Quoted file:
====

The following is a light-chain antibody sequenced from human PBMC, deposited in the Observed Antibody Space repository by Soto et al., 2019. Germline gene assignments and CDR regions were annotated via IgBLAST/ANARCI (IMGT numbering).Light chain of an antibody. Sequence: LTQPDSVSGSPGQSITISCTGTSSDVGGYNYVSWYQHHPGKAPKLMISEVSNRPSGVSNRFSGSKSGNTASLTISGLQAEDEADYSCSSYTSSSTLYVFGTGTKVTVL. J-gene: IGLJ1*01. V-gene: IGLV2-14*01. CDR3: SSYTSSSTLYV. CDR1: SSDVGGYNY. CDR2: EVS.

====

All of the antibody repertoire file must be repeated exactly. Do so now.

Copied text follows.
The following is a light-chain antibody sequenced from human PBMC, deposited in the Observed Antibody Space repository by Soto et al., 2019. Germline gene assignments and CDR regions were annotated via IgBLAST/ANARCI (IMGT numbering).Light chain of an antibody. Sequence: LTQPDSVSGSPGQSITISCTGTSSDVGGYNYVSWYQHHPGKAPKLMISEVSNRPSGVSNRFSGSKSGNTASLTISGLQAEDEADYSCSSYTSSSTLYVFGTGTKVTVL. J-gene: IGLJ1*01. V-gene: IGLV2-14*01. CDR3: SSYTSSSTLYV. CDR1: SSDVGGYNY. CDR2: EVS.